Allen, 53, was piloting a twin-engine Cessna jet when it collided with a second, smaller plane. The families of the four Dow Lohnes partners later sued the federal government and a Georgia electric utility in connection with the crash, agreeing to a $42 million settlement in 2000, according to the Daily Report. (In the years since, Cox has hosted an annual conservation award named in Allen’s honor.)
Dow Lohnes continued handling work for Cox in the wake of the tragedy, advising the company in litigation (including a high-profile libel suit filed against the Journal-Constitution by Richard Jewell, a former security guard wrongfully accused of bombing the 1996 Olympics), advertising disputes, wireless spectrum sales, telecom mergers, and other transactions. In 2006, for instance, the firm handled Cox’s $3.2 billion sale of two cable television systems. Three years later, it advised Cox on its sale of a 65 percent stake in the Travel Channel.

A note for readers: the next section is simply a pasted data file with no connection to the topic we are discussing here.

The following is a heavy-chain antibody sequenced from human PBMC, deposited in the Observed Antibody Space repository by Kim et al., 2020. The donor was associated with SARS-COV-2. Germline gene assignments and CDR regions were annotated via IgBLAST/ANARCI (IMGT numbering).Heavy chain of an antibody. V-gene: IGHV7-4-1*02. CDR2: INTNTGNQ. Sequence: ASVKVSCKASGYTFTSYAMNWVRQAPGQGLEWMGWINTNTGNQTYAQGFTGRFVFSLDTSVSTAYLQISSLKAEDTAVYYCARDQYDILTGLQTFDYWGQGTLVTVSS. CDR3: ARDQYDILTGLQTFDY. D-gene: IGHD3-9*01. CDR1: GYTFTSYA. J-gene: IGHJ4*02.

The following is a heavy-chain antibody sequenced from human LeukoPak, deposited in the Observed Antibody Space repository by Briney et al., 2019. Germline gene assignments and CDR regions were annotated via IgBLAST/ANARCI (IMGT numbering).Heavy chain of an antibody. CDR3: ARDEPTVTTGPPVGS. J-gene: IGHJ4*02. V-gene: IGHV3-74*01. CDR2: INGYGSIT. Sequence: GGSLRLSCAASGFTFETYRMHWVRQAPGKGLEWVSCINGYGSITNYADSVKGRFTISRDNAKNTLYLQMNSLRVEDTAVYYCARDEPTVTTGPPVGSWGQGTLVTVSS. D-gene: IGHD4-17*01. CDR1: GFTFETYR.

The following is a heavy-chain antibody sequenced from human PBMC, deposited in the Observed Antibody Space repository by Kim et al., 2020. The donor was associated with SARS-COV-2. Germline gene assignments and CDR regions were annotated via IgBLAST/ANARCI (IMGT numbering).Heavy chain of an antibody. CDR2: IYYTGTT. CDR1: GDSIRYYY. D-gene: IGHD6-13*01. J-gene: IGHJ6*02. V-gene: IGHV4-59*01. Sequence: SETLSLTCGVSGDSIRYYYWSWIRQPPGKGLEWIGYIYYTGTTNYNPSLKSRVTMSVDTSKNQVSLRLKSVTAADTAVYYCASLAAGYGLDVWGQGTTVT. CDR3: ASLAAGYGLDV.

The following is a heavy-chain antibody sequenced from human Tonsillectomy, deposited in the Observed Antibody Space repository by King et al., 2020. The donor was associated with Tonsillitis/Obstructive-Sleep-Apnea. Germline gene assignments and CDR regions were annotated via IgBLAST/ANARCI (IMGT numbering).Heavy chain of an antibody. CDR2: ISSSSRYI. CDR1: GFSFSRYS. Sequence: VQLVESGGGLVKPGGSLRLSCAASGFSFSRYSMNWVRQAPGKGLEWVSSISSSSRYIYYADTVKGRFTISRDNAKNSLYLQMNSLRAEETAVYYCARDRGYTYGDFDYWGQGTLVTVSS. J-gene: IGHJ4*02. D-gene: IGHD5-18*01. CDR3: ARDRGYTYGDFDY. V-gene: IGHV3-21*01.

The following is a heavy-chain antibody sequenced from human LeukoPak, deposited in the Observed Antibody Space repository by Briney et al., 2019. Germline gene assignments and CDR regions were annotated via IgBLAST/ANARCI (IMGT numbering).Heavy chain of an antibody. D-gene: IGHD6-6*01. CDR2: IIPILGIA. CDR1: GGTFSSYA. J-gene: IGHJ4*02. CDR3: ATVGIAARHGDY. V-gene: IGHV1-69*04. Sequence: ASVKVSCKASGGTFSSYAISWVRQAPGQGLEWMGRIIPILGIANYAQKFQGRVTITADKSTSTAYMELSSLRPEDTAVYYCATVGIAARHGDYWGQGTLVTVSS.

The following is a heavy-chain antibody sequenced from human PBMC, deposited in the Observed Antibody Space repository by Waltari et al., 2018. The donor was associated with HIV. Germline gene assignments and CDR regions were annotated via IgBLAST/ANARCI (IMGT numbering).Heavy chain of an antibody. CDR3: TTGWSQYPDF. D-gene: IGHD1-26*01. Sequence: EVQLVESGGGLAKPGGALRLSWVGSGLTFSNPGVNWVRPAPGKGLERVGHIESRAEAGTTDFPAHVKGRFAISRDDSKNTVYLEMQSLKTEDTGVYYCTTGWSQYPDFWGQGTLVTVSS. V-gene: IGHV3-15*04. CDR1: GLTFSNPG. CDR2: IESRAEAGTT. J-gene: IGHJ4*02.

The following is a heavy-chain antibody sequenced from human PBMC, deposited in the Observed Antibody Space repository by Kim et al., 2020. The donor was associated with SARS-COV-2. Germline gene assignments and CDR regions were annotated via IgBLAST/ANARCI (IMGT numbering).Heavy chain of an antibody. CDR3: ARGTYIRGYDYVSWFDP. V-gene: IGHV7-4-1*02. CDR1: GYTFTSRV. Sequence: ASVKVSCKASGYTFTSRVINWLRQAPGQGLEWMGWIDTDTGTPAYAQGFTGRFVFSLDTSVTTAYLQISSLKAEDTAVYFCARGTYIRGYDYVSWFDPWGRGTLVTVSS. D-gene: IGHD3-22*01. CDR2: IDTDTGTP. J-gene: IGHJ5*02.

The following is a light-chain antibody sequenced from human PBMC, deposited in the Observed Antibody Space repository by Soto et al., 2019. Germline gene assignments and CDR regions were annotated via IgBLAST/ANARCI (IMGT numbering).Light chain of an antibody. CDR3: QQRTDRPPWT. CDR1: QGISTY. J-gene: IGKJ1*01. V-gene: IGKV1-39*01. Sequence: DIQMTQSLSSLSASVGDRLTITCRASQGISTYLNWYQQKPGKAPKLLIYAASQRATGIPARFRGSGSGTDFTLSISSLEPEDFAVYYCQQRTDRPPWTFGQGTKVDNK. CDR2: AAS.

The ties between firm and client endured in other ways. Former Dow Lohnes partner Andrew Merdek spent more than 22 years at Cox—including 17 as general counsel—until retiring in 2010. Longtime Cox in-house lawyer Shauna Sullivan Muhl, who did not come from Dow Lohnes, succeeded Merdek as the company’s in-house legal chief. Former Dow Lohnes associate Robin Sangston continues to serve as Cox’s vice president of compliance. And former partner Peter Cassat left the firm in 2011 to become general counsel of the AutoTrader Group, a Cox subsidiary.
While Cox’s in-house attorneys did not respond to requests for comment about the decision to go in another direction for outside counsel, a Cox spokesman told The Am Law Daily that the company was looking to diversify its legal panel.